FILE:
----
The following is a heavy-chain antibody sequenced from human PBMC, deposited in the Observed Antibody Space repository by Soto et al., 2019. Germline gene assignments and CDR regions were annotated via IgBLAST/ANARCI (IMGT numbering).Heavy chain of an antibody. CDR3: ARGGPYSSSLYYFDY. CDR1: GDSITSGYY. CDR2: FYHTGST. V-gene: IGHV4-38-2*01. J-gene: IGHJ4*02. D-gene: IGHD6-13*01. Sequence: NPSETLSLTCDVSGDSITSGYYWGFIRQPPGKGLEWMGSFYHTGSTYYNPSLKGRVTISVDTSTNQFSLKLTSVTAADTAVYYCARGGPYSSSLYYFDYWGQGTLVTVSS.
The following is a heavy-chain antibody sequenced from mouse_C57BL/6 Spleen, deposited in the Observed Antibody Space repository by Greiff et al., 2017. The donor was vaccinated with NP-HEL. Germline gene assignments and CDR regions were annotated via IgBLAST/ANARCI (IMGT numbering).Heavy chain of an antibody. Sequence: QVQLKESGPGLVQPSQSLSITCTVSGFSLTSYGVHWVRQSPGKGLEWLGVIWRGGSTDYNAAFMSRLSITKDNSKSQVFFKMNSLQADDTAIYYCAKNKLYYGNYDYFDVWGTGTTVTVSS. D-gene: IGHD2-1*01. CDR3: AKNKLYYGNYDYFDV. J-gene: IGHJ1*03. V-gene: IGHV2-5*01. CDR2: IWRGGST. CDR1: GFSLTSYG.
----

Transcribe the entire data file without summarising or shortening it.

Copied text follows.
The following is a heavy-chain antibody sequenced from human PBMC, deposited in the Observed Antibody Space repository by Soto et al., 2019. Germline gene assignments and CDR regions were annotated via IgBLAST/ANARCI (IMGT numbering).Heavy chain of an antibody. CDR3: ARGGPYSSSLYYFDY. CDR1: GDSITSGYY. CDR2: FYHTGST. V-gene: IGHV4-38-2*01. J-gene: IGHJ4*02. D-gene: IGHD6-13*01. Sequence: NPSETLSLTCDVSGDSITSGYYWGFIRQPPGKGLEWMGSFYHTGSTYYNPSLKGRVTISVDTSTNQFSLKLTSVTAADTAVYYCARGGPYSSSLYYFDYWGQGTLVTVSS.
The following is a heavy-chain antibody sequenced from mouse_C57BL/6 Spleen, deposited in the Observed Antibody Space repository by Greiff et al., 2017. The donor was vaccinated with NP-HEL. Germline gene assignments and CDR regions were annotated via IgBLAST/ANARCI (IMGT numbering).Heavy chain of an antibody. Sequence: QVQLKESGPGLVQPSQSLSITCTVSGFSLTSYGVHWVRQSPGKGLEWLGVIWRGGSTDYNAAFMSRLSITKDNSKSQVFFKMNSLQADDTAIYYCAKNKLYYGNYDYFDVWGTGTTVTVSS. D-gene: IGHD2-1*01. CDR3: AKNKLYYGNYDYFDV. J-gene: IGHJ1*03. V-gene: IGHV2-5*01. CDR2: IWRGGST. CDR1: GFSLTSYG.